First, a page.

Tuesday, September 06, 2005
Tibet Travel Advisory
I know, I know, Tibet was two months ago, and we’ve already gone on another trip between then and now, but what can I say? Didn’t I confess to being a hopeless procrastinator a long time ago? Better late than never, right? Like I said before, Tibet was such an exhausting trip and what little energy I had left afterwards was drained on the post-trip photo-editing saga that took weeks. When everything was done, well, I was just too sick of Tibet to talk about it, hence the two-month lag. Many friends, however, are interested in going to Tibet (a forbidden territory until recently) and asked me all sorts of questions. And I know lots of other people are probably dying to know more about this mystic place too, so I feel obligated to shed some lights and give some advice should you decide to make the journey (plus, it’s been raining incessantly ever since I got back to Tokyo yesterday, so I’m housebound with nothing else to do).
The point I cannot emphasize enough is to do your homework before going. Keep in mind that Tibet, although opened to tourism for a number of years now, is still in a remote area where living and sanitary standards may not be what you are used to back home. If you are like me, who values a good rest after a day of sightseeing, I highly recommend booking the best hotel/guesthouse whenever you can. In big cities like Lhasa and Shigase, four-star hotels provide clean bedding and hot water showers. Once in the mountainous regions, however, things you take for granted (such as running water) is not always available. I’ve taken photos of all the hotels/guest houses we’ve stayed in Tibet for your reference (photo album attached at the end).
Another major concern is altitude sickness. Even in Lhasa, the altitude is 3500m above sea level and if you go to Lake Namtso or the base camp, it can easily get above 5000m. I highly recommend taking Diamox (acetazolamide) as a preventative before and during your visit. The side effects (numbing sensation in fingers an toes and frequent urination) can be bothersome at first but isn’t it so much better than having altitude sickness ruin your trip?
One of the things that really struck me when I was in Tibet (besides the sunny blue sky and beautiful scenery) is how the Tibetans’ lives are entirely centered around their quest to achieve Nirvana and happiness in the afterlife. People devote huge portions of their days to religious activities to the extent that anyone coming from outside of Tibet may find it incomprehensive. It helps if you at least understand a little bit of history and background of Tibet before your trip. It’s no secret that the relationship between Tibet and the central government of China is filled with turmoils over the years. If you are a foreigner, your guide will not be inclined to get into any discussion on the subject of the politics or the Dalai Lhama. You will mostly likely get the official edited version of the history so it is up to you to do the homework to complete the whole picture. Even if you are not interested in the politics, it will still serve you to learn the history and background on Songtsan Gambo and his two wives (Tang dynasty Princess Wencheng and Nepalese Princess Bhrikuti), the Dalai and Panchen Lhama, and the major branches of the Tibetan Buddhism. A large part of sightseeing in Tibet is spent on visiting various monasteries. If you do not have at least some knowledge of the background, it gets boring really fast. After all, all the monasteries look similar without the history behind them.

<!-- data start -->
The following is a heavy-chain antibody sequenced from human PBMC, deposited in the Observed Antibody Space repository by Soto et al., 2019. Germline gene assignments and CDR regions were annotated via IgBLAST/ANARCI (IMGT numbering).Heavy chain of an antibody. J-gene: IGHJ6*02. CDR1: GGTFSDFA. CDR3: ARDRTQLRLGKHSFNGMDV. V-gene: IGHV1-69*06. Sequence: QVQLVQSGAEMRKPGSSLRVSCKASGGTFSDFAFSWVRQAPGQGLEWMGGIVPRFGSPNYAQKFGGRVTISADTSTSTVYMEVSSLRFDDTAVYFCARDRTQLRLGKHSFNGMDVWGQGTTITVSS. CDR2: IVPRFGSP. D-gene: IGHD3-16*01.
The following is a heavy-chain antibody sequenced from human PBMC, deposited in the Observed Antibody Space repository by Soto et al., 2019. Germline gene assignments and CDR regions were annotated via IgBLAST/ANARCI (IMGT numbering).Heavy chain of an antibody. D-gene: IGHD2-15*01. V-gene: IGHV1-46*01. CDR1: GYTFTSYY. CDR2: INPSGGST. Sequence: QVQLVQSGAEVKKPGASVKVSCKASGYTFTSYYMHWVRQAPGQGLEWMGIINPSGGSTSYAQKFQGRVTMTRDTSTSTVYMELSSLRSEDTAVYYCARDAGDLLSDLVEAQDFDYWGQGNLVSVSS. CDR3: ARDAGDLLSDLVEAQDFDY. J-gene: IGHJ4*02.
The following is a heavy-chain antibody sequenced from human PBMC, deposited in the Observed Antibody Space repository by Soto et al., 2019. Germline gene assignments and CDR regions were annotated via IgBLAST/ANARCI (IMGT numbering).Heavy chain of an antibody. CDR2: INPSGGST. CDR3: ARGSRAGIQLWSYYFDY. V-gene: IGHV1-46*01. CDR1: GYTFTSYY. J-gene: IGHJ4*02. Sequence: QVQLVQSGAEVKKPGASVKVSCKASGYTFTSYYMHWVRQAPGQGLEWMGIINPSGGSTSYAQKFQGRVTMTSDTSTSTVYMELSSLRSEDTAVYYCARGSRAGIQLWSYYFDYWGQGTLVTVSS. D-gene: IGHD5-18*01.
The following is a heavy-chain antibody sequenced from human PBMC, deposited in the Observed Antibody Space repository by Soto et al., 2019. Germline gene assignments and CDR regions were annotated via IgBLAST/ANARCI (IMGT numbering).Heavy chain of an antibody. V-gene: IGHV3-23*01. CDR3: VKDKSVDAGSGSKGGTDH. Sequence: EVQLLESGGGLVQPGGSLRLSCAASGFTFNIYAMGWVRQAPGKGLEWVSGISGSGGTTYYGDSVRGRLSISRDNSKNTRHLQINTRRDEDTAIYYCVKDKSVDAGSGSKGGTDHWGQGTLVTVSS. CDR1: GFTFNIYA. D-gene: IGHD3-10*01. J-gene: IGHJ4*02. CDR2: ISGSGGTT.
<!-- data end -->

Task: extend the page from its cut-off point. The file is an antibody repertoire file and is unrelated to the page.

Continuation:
Other miscellaneous pointers that might be useful:
- Tibetan roads are atrocious and all but disappear once you leave the big cities. If you are prone to carsickness, bring drugs. And don’t even think about renting a car and driving it yourself.
- Tibet is dusty, especially if you travel on unpaved non-roads. Wet tissues and sanitizing gels come in handy because it’s not always easy to find running water.
- Bathrooms in Tibet are disgusting to say the least. It is far more desirable to ask your driver to stop by the road where you can find a tree to go behind.
- Climate in Tibet is extremely dry so you need to have drinking water available at all times. It is a delicate balance to stay hydrated while being able to hold it until you find acceptable bathrooms. My advice is to drink lots when you’ve checked into your hotel (with clean bathroom) for the day and only take little sips on the road.
- Bring a sleeping bag or sheets if you have to stay in a guesthouse. The one we stayed in at the base camp washes their sheets once a year.
- At the last large city before going into the wilderness, stock up on water and non-perishable food. We found it far more appealing to munch on cookies and bread on occasions than to eat what the guesthouse had to offer. Bottled water comes in handy when there’s no water to even brush your teeth with.
- Bring emergency medical supplies such as motion sickness drugs, painkillers (one of the symptoms of altitude sickness is headache) and anti-diarrhea drugs.
- Tibet is not the place to be adventurous when it comes to food. If it smells or tastes funny, don’t eat it! It is no fun to get the runs when you can’t afford to pick and choose bathrooms. Trust me!
- Last but not the least, be patient and go with the flow. We had roads close on us on several occasions for no apparent reasons and all we could do was to wait it out. It’s part of the Tibet experience!
Here are some photos and comments from our Tibet trip.